Did we, in some cases, overcorrect? Absolutely. But the only reason we can even debate whether we overcorrected is because we corrected: The Clean Air Act and the Clean Water Act and a slew of other bills and regulations did exactly what they promised. “Looking back, an unspoken bargain was struck,” the law professors J.B. Ruhl and James Salzman write in their paper “The Greens’ Dilemma.” They explain:
It is telling that Andreessen groups sustainability and degrowth into the same bucket of antagonists. Degrowth is largely, though not wholly, skeptical of technological solutions to our problems. It does not believe that we can continue to do more with less; it believes we need to content ourselves with less. But the politics of sustainability — as evidenced in legislation like the Inflation Reduction Act — have settled into another place entirely: a commitment to solving our hardest environmental problems by driving technology forward, by investing and deploying clean energy infrastructure at a scale unlike anything the government has done since the 1950s.
Andreessen focuses at some length on the nuclear future he believes we’ve been denied — I’d agree that regulation has been too heavy-handed in that arena, though it’s worth noting that nuclear power has faced similar problems across a range of countries with very different cultures and regulatory systems — but curiously ignores the stunning advances in solar and wind and battery power that public policy has delivered.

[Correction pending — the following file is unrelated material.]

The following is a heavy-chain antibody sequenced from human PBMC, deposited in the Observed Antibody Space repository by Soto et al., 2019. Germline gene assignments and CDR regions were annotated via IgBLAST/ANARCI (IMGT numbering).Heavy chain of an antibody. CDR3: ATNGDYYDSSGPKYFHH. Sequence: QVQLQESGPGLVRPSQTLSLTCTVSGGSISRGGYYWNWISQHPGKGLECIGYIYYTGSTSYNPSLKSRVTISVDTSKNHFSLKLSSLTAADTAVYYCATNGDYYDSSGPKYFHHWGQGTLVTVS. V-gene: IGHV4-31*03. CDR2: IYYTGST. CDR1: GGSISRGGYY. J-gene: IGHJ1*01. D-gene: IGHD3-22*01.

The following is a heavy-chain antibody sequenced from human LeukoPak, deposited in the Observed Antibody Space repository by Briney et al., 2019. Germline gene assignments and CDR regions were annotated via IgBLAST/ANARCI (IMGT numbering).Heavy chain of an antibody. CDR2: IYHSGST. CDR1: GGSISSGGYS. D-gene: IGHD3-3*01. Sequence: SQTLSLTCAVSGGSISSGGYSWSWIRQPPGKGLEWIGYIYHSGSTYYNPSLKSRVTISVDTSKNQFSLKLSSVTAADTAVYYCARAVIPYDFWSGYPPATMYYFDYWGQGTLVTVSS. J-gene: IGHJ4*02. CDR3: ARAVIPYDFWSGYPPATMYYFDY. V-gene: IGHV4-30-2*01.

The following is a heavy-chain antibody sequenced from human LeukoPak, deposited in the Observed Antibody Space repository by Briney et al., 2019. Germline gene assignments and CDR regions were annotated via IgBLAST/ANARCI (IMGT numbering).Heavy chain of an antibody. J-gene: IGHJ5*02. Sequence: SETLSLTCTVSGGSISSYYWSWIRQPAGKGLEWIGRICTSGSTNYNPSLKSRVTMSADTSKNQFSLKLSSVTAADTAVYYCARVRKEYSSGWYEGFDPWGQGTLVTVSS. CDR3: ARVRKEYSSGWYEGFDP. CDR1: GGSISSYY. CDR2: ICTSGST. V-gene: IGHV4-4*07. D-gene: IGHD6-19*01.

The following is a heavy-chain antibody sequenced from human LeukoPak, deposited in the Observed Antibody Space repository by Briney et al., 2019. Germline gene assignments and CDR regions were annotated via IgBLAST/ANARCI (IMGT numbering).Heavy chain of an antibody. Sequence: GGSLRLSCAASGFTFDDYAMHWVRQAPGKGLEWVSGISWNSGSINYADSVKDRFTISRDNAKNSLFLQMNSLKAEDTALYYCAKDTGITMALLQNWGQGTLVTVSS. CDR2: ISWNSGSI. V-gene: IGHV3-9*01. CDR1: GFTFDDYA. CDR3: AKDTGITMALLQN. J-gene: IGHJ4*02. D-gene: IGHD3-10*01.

Why does that remarkable success go unmentioned? Perhaps because it makes heroes of Andreessen’s preferred villains. He yearns for a kind of person, not just a kind of technology. “We believe in ambition, aggression, persistence, relentlessness — strength,” he writes, italics included. “We believe in merit and achievement. We believe in bravery, in courage.”
Andreessen is not entirely wide of the mark here. There are ways in which these virtues have become undervalued, in which the left, in particular, has a dysfunctional relationship with individual achievement and entrepreneurial élan. But what’s needed is a synthesis Andreessen doesn’t even attempt, preferring the aesthetic of the Übermensch to the complexities of the age.
As others have noted, Andreessen’s ideas trace an odd, meme-based philosophy that has flourished in some corners of the internet known as effective accelerationism, and I take one goal of his essay as gently luring readers into the weirder ideas he favors but fears describing. His list of “patron saints” is, among other things, a roll call of these voices.
To quote the first two names on Andreessen’s list — “BasedBeffJezos” and “Bayeslord,” both accounts on X, the service formerly known as Twitter — “Effective accelerationism aims to follow the ‘will of the universe’: leaning into the thermodynamic bias towards futures with greater and smarter civilizations that are more effective at finding/extracting free energy from the universe,” and “E/acc has no particular allegiance to the biological substrate for intelligence and life, in contrast to transhumanism.” OK!
If it were called affective accelerationism, it’d make more sense. This is not a cold analysis of the policies and social decisions that will accelerate the development of key technologies. It, too, is a vibe. But heedlessness often backfires.